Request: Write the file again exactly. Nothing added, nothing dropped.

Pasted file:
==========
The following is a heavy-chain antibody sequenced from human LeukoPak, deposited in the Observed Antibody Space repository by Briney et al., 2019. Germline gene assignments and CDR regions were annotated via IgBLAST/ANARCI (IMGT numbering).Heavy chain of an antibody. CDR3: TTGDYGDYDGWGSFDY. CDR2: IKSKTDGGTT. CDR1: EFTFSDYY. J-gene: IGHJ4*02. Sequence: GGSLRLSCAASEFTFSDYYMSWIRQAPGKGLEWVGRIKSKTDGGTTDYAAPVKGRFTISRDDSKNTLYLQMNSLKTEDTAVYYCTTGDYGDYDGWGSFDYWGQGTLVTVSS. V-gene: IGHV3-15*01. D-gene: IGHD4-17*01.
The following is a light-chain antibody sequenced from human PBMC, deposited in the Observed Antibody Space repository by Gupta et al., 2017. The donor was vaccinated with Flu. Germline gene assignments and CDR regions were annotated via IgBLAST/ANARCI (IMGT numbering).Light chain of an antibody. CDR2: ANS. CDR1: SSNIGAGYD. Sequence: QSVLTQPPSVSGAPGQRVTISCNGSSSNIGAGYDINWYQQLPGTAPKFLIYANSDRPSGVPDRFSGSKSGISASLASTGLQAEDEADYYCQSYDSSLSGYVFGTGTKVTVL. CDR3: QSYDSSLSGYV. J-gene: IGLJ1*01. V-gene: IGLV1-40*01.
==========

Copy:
The following is a heavy-chain antibody sequenced from human LeukoPak, deposited in the Observed Antibody Space repository by Briney et al., 2019. Germline gene assignments and CDR regions were annotated via IgBLAST/ANARCI (IMGT numbering).Heavy chain of an antibody. CDR3: TTGDYGDYDGWGSFDY. CDR2: IKSKTDGGTT. CDR1: EFTFSDYY. J-gene: IGHJ4*02. Sequence: GGSLRLSCAASEFTFSDYYMSWIRQAPGKGLEWVGRIKSKTDGGTTDYAAPVKGRFTISRDDSKNTLYLQMNSLKTEDTAVYYCTTGDYGDYDGWGSFDYWGQGTLVTVSS. V-gene: IGHV3-15*01. D-gene: IGHD4-17*01.
The following is a light-chain antibody sequenced from human PBMC, deposited in the Observed Antibody Space repository by Gupta et al., 2017. The donor was vaccinated with Flu. Germline gene assignments and CDR regions were annotated via IgBLAST/ANARCI (IMGT numbering).Light chain of an antibody. CDR2: ANS. CDR1: SSNIGAGYD. Sequence: QSVLTQPPSVSGAPGQRVTISCNGSSSNIGAGYDINWYQQLPGTAPKFLIYANSDRPSGVPDRFSGSKSGISASLASTGLQAEDEADYYCQSYDSSLSGYVFGTGTKVTVL. CDR3: QSYDSSLSGYV. J-gene: IGLJ1*01. V-gene: IGLV1-40*01.